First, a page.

Homily preached by the Reverend Adam Yates
St. Paul’s on the Green, Norwalk, CT
The Second Sunday of Advent – December 5, 2010
I love Advent because it changes every time we approach and engage it.
Sometimes Advent afflicts us with the promise of judgment. This is the case in today’s gospel reading, where John the Baptist proclaims to all who hear that Jesus comes to clear the threshing floor and burn the chaff in unquenchable fire! This is quite the image that John paints for us, and every time I read it, I cannot help but remember sitting in the congregation at the Basilica of Mary. The inside of the main basilica was a beautiful, if terrifying, mosaic of an angry Christ. Seated with his legs crossed, this massive depiction of Jesus gazed back at the congregation with flames shooting out of his eyes and mouth.
Perhaps this is not the type of art we would choose here at St. Paul’s, nor is it the focus that we might choose for Advent in our worship. In fact, we would not be alone in this sentiment—liberal, Protestant Christianity generally shies away from speaking of God’s judgment. As one of my seminary professors would admonish us, “don’t be afraid of judgment, there are those things that are evil in this world—war, torture, genocide, racism, domestic violence, etc…–for which speaking of judgment is necessary.” So, sometimes it is appropriate to approach Advent and ponder our judgment.
Other times Advent comforts us with joyful anticipation. We wait with bated breath alongside the expectant mother Mary, and celebrate the birth of her child and our savior. I think that this is the most popular way of approaching Advent nowadays. At least it is the most visible. This is the Advent of nativity scenes, Advent calendars, Advent wreaths, and strings of lights to penetrate the growing darkness.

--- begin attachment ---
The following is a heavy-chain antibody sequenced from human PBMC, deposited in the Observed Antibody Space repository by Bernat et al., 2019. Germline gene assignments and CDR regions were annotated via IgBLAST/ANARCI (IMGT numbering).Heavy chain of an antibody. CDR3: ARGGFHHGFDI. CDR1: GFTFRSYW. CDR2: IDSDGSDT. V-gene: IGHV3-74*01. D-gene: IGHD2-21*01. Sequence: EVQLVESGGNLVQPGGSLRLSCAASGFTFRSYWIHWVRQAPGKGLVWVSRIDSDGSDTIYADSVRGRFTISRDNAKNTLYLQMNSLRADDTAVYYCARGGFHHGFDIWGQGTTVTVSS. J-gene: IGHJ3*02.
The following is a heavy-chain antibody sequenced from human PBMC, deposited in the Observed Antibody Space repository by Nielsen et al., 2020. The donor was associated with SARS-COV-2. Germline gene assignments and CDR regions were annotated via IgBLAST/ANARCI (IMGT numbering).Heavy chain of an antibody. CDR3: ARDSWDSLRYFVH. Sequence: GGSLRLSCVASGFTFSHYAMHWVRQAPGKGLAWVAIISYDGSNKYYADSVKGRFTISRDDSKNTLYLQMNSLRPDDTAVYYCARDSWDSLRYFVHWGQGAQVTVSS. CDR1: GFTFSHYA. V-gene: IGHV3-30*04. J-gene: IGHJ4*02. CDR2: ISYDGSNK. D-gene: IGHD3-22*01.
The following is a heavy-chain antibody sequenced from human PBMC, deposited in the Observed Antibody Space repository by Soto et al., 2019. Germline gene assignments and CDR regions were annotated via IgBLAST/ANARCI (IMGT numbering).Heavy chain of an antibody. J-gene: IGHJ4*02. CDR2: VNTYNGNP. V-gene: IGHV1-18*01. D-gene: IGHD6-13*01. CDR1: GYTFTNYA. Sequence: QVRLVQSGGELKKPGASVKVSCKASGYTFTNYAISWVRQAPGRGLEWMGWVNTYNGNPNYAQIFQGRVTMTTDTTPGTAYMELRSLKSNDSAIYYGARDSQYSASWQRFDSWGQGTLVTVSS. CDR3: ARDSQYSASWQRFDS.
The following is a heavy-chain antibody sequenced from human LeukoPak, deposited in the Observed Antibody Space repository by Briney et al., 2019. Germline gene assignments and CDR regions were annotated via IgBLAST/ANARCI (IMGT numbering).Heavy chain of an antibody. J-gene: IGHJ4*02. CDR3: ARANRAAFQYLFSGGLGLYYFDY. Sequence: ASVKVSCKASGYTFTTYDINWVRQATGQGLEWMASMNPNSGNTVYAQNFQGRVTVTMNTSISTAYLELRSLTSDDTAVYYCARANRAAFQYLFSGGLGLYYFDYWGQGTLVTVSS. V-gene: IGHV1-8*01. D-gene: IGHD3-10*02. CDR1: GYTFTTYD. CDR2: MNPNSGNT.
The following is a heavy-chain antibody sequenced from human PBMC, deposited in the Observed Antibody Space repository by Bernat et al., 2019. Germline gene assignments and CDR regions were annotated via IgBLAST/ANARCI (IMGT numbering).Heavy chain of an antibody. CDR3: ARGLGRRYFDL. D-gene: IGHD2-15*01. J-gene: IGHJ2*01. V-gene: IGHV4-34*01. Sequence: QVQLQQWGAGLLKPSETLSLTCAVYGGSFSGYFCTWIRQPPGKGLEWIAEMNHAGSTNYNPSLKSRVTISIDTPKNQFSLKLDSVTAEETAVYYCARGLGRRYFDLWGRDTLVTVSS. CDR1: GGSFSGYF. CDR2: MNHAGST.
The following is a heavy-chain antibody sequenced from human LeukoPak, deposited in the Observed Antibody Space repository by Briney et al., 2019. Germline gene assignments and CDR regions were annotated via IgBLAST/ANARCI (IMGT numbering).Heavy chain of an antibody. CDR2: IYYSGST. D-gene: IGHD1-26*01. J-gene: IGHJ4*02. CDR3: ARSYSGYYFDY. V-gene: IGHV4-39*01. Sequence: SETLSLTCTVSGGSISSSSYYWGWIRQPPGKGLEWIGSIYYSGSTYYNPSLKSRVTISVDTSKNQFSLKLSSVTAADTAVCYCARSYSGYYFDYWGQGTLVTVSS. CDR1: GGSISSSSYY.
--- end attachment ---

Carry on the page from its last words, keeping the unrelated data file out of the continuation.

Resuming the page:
And this is a perfectly appropriate way to approach Advent, and occasionally necessary. There are times when we need to be comforted, when we need to anticipate the new life that is coming, whether it is because of a recent death of a loved one, a year of struggling to find work, or other strife in our lives.
Sometimes Advent comes to us as hope. More specifically, as hope in the awareness of failure, to use the eloquent words of one of our Tuesday morning participants. This is how I most often find myself encountering Advent. I find that Advent resonates with the dark places in my soul, those places where I am aware of how far and often I fall short of where God calls me, those places where I ponder the suffering, destruction, and despair in the world around me.
But this is what I treasure about Advent: in the midst of failure, I am led not into the despair of judgment, but into hope for new creation. Here it is important to emphasize that by hope, I do not mean wish. We wish for those things that we have no reason to expect will actually happen, such as winning the lottery. Hope is the expectant waiting for that, which was and will be again. In the midst of failure, I hope for the new creation because I first saw it revealed in Jesus Christ.
So however you encounter Advent this year, may it be a rich and blessed season for each of you.